Making the Case for Faculty Well-Being
Away from entropy & decay and toward meaning & growth
The Brief Case 📚→💼→📈→📊
“How we are at the small scale is how we are at the large scale.”
—adrienne maree brown, Emergent Strategy: Shaping Change, Changing Worlds
We know only one thing for certain as we move through each school year: challenges, unplanned events, and interruptions will test the resilience — sometimes even the health — of school personnel.
Combine that with the record number of teachers leaving the field, the “quiet quitting” phenomena nipping at the psyche of even the most robust workforces, and the ever present need to outperform expectations in order to justify exorbitant tuition prices, and the case for faculty well-being hardly needs to be made.
We will make it anyway, looking to do so in ways that debunk some existing practices or assumptions. To begin, a bracing metaphor: faculty well-being is the air flowing through our hallways, invisible and taken for granted until the hallways are smoke-filled. Noticing it and shaping it for the better before a match is lit requires a consistent, sometimes conspicuous focus.
According to Gallup, a global analytics and advice firm that helps leaders and organizations solve their most pressing problems, “Work should be a stabilizing force in people’s lives. This is particularly true in psychologically brutal times like those the world experienced in 2020.”
Even when not dealing with 2020 levels of difficulty, school leaders should acknowledge the role that their schools play in the lives of their faculty members. When people are tired or frustrated or unable to find sanctuary at work to escape the unpredictability, irrationality, and sporadic cruelty of the outside world, their well-being is at risk. The same holds true if things inside an organization seem just as chaotic, reactive, or challenging as someone’s home, personal, or non-work life.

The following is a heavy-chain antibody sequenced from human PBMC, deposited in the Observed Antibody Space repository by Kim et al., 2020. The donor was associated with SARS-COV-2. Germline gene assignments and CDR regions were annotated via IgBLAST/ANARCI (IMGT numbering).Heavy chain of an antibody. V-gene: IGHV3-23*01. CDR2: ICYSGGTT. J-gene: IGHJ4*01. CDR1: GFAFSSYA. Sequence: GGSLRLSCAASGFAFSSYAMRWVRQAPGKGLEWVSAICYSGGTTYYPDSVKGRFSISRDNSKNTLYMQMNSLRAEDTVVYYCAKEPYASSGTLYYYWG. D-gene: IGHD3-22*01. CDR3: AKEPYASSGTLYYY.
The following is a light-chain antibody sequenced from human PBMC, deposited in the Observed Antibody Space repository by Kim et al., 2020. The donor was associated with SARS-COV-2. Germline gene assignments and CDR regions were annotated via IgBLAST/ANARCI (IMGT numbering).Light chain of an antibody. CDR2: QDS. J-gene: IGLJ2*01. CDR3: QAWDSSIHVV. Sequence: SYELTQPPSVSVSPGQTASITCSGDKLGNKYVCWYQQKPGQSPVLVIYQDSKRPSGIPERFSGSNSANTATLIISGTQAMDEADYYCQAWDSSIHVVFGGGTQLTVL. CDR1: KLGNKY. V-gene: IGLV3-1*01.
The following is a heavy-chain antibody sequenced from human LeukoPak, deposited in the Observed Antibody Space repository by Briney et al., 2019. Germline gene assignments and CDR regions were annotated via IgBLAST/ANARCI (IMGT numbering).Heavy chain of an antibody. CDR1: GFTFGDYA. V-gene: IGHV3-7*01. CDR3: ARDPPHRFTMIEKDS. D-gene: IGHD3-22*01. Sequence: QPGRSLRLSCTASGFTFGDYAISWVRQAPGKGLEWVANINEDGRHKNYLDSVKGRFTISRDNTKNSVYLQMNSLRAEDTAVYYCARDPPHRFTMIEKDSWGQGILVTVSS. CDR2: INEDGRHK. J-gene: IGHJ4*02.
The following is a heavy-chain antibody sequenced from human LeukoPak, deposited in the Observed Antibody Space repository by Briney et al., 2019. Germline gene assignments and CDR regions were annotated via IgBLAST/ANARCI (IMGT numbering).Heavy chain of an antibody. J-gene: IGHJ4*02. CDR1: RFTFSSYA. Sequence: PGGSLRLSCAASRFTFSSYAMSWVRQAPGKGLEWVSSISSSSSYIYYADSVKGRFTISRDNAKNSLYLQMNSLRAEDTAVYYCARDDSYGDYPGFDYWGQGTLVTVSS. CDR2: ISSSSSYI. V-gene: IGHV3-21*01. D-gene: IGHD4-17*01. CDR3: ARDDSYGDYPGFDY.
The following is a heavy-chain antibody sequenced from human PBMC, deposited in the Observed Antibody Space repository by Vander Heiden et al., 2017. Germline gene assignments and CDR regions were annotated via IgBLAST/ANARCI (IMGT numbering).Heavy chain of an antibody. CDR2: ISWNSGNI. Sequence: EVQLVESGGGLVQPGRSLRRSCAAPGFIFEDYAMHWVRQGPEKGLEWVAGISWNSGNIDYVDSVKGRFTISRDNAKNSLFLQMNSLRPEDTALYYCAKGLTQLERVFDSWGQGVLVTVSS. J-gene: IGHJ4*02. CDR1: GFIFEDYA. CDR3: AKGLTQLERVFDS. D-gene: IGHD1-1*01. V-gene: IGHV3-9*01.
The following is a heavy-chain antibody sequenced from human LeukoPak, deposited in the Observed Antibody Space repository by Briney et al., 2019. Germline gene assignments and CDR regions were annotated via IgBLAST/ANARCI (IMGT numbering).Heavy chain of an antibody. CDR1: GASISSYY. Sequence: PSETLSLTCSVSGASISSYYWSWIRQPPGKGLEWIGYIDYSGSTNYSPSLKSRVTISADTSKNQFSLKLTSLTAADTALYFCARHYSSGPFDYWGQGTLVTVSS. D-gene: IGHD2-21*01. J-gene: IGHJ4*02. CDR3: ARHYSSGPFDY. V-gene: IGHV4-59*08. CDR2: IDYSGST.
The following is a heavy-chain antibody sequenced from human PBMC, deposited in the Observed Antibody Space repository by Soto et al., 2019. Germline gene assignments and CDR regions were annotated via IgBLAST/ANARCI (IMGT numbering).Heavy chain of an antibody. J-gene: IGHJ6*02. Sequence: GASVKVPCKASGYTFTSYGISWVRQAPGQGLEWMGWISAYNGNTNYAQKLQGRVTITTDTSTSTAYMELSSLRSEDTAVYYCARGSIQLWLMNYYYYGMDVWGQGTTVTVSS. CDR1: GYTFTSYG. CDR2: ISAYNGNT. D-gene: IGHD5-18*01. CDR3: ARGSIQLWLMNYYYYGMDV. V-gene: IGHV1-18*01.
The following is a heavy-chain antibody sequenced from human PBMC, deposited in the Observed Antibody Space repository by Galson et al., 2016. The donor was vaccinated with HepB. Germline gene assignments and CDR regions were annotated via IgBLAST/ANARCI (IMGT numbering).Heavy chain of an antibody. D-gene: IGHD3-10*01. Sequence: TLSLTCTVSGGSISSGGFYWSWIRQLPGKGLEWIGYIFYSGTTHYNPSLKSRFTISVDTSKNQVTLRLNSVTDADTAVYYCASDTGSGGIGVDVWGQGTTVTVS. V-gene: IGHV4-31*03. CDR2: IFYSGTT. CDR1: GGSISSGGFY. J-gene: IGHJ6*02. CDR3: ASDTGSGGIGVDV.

Once well-being starts to slip for even a few colleagues, it can carry morale and then performance down with it. As a school leader, getting your house in order — offering consistency, predictability, equanimity, and equitability — can prevent such slippage. Your faculty will excel, in part, when they feel well; when they know what to expect; when effort is calibrated with a worthy mission.
School can be a place that challenges us, that leaves us feeling blissfully exhausted at the end of a long week, but it should not be a place that blocks us in befuddling ways from fulfilling our talents or from contributing to an inspiring shared purpose.
📚 The Learning Case for Faculty Well-Being
Being well springs from the same essentials as learning well: humans of all ages need to feel that their work is meaningful; that they have autonomy; that they are competent; that they belong. And an environment that promotes such flourishing cannot be transactional.
That is, you cannot trade the installation of a coffee bar or granting a dress-down Tuesday for faculty well-being anymore than you can turn students into mathematicians or writers by offering them a few free homework passes or a class party. Such gestures are nice, but if they are unconnected to a larger strategy, they frame well-being as a series of surface-level offerings.